May 31, 2000 09:00pm
Former city attorney argues for nude dancing
Source: Private Dancer Magazine
(RIVIERA BEACH, FL) -- Nude dancing doesn't fall into the category of adult entertainment, the city's former attorney argued last month on behalf of a Singer Island nightclub.
Andrew DeGraffenreidt, whom the city council fired in September 1998, now represents the Fathoms Lounge, which closed down after getting slapped with numerous code violations.
DeGraffenreidt, now in private practice, oversaw the adoption of the city's 1994 "adult entertainment" law, which restricts such businesses to areas with industrial zoning and even then requires special permission from the city council.
Community Development Director Mary McKinney denied the club's request for a license in March because the club is in a commercial district.
DeGraffenreidt appealed to the Zoning Board of Adjustment, which heard his arguments. It doesn't matter where Fathoms is located, he says, because it's not an "adult establishment."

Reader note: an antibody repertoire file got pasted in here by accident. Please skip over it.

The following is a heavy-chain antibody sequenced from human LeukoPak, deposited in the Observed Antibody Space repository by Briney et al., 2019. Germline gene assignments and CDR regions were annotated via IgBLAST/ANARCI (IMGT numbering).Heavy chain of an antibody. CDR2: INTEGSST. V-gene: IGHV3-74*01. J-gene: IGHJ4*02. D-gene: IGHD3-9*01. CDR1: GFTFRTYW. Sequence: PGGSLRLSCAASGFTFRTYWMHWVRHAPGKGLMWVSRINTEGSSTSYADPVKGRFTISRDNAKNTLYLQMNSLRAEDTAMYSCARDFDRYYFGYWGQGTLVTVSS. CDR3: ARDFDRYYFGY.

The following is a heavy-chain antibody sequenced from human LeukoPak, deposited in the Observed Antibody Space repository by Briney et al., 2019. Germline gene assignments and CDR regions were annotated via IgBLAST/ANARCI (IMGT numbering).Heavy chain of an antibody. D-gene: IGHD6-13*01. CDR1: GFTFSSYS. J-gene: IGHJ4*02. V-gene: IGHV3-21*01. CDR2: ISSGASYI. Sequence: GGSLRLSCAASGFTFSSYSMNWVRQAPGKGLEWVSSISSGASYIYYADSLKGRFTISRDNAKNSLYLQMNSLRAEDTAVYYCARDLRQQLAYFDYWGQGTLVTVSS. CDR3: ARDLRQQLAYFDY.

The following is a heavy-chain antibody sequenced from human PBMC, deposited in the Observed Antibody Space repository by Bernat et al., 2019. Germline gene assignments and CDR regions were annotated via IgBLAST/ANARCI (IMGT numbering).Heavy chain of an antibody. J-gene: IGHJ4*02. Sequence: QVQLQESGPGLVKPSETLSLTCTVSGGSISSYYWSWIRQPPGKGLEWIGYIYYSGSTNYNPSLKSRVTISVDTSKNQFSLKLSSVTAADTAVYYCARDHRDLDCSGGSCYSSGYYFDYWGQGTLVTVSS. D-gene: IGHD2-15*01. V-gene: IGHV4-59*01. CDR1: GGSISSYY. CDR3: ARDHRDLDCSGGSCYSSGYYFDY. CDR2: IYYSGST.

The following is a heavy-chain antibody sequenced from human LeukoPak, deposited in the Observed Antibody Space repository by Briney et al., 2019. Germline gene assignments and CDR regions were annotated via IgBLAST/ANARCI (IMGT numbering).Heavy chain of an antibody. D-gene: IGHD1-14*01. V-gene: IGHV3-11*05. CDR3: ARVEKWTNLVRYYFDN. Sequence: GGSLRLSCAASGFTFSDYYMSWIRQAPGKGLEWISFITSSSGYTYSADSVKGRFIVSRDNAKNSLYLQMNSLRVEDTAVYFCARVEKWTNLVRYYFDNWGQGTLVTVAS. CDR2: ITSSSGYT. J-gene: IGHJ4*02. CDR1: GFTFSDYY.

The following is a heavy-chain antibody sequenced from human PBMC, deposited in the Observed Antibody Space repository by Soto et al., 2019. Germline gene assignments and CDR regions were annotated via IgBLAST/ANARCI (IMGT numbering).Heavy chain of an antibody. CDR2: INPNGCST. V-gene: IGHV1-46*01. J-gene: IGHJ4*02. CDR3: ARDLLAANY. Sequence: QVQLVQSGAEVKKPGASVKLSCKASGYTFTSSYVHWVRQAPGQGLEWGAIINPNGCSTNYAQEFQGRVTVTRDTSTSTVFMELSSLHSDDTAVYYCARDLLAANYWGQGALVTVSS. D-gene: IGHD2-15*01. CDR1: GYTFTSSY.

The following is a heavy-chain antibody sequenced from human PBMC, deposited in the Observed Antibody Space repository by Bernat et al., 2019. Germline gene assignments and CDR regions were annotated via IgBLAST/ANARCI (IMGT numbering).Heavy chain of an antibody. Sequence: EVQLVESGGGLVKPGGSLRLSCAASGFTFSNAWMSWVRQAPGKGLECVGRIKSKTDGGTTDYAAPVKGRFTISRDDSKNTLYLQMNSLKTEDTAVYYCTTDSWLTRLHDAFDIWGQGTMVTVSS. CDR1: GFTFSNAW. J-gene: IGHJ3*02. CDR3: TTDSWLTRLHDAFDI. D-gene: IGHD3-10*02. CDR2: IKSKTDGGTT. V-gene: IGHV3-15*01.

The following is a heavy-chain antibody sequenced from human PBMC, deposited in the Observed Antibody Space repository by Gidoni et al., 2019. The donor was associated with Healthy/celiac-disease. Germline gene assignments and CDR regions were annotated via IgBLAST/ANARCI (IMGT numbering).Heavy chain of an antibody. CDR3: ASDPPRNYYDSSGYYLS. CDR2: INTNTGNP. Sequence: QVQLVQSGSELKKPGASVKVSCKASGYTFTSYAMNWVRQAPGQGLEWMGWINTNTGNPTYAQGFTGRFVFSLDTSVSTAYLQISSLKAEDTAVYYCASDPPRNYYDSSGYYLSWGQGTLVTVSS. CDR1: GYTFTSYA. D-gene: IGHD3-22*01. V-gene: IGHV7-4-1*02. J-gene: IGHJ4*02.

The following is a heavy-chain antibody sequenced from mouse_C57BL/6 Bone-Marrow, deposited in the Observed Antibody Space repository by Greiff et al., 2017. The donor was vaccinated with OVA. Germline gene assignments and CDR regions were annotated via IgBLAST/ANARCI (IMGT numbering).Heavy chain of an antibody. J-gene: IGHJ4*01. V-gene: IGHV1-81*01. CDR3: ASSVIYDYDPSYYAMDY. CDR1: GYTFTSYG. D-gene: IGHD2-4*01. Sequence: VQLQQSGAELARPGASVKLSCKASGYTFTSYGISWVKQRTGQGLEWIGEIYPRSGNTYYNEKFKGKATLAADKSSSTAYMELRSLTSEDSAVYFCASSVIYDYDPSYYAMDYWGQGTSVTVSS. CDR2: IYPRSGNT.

In a March 7 letter to the city, DeGraffenreidt wrote that the intent of the club's new owner, Johnny Now, "is not to provide sexual stimulation or gratification to customers" as the city law prohibits. Now is a well-respected nightclub owner in Fort Lauderdale, he added.
City Manager William Wilkins isn't worried about Fathoms reopening. "We have a good law," he said.
Fathoms Lounge introduced topless dancers in 1994, upsetting Singer Island residents and city officials. Former owner Charles Deitrich, battled with the city over code violations for years and was ordered to close down at least twice, city records show.
In 1994, the city filed a lawsuit asking a judge to order the club to follow the new law. A 1995 ruling by Palm Beach County Circuit Court Judge Moses Baker said the club could either sell alcohol or feature nude dancers -- but couldn't do both.
The city council fired DeGraffenreidt for assigning too many city lawsuits to outside firms and for devoting city time to his private practice. DeGraffenreidt sued, claiming breach of contract. A settlement paid him $120,000.